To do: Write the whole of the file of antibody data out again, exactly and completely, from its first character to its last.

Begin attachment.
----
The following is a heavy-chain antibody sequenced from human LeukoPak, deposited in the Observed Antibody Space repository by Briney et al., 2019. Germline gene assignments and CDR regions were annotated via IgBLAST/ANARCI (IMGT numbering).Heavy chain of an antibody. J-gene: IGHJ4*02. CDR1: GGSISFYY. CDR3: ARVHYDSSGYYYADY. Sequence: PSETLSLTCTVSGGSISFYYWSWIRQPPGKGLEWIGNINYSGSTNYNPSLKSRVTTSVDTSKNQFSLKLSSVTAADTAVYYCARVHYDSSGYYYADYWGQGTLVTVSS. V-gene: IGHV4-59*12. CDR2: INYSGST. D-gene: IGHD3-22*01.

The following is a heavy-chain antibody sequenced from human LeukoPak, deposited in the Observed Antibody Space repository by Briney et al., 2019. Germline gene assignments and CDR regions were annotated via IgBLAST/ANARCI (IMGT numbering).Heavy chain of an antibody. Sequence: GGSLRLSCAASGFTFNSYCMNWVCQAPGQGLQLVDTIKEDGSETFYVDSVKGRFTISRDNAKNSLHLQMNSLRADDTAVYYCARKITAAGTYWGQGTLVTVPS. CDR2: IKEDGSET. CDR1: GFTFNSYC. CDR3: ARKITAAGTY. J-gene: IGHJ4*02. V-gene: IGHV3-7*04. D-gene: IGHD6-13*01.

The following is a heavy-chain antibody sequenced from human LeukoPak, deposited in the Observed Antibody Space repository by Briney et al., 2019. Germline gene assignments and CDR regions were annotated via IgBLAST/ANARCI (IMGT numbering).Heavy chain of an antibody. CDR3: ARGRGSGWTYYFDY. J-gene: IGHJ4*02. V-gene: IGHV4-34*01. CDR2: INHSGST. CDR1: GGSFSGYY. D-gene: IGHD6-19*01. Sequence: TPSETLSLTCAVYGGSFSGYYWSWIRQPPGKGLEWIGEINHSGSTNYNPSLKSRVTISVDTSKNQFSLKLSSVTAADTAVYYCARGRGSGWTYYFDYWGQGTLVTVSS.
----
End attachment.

The following is a heavy-chain antibody sequenced from human LeukoPak, deposited in the Observed Antibody Space repository by Briney et al., 2019. Germline gene assignments and CDR regions were annotated via IgBLAST/ANARCI (IMGT numbering).Heavy chain of an antibody. J-gene: IGHJ4*02. CDR1: GGSISFYY. CDR3: ARVHYDSSGYYYADY. Sequence: PSETLSLTCTVSGGSISFYYWSWIRQPPGKGLEWIGNINYSGSTNYNPSLKSRVTTSVDTSKNQFSLKLSSVTAADTAVYYCARVHYDSSGYYYADYWGQGTLVTVSS. V-gene: IGHV4-59*12. CDR2: INYSGST. D-gene: IGHD3-22*01.

The following is a heavy-chain antibody sequenced from human LeukoPak, deposited in the Observed Antibody Space repository by Briney et al., 2019. Germline gene assignments and CDR regions were annotated via IgBLAST/ANARCI (IMGT numbering).Heavy chain of an antibody. Sequence: GGSLRLSCAASGFTFNSYCMNWVCQAPGQGLQLVDTIKEDGSETFYVDSVKGRFTISRDNAKNSLHLQMNSLRADDTAVYYCARKITAAGTYWGQGTLVTVPS. CDR2: IKEDGSET. CDR1: GFTFNSYC. CDR3: ARKITAAGTY. J-gene: IGHJ4*02. V-gene: IGHV3-7*04. D-gene: IGHD6-13*01.

The following is a heavy-chain antibody sequenced from human LeukoPak, deposited in the Observed Antibody Space repository by Briney et al., 2019. Germline gene assignments and CDR regions were annotated via IgBLAST/ANARCI (IMGT numbering).Heavy chain of an antibody. CDR3: ARGRGSGWTYYFDY. J-gene: IGHJ4*02. V-gene: IGHV4-34*01. CDR2: INHSGST. CDR1: GGSFSGYY. D-gene: IGHD6-19*01. Sequence: TPSETLSLTCAVYGGSFSGYYWSWIRQPPGKGLEWIGEINHSGSTNYNPSLKSRVTISVDTSKNQFSLKLSSVTAADTAVYYCARGRGSGWTYYFDYWGQGTLVTVSS.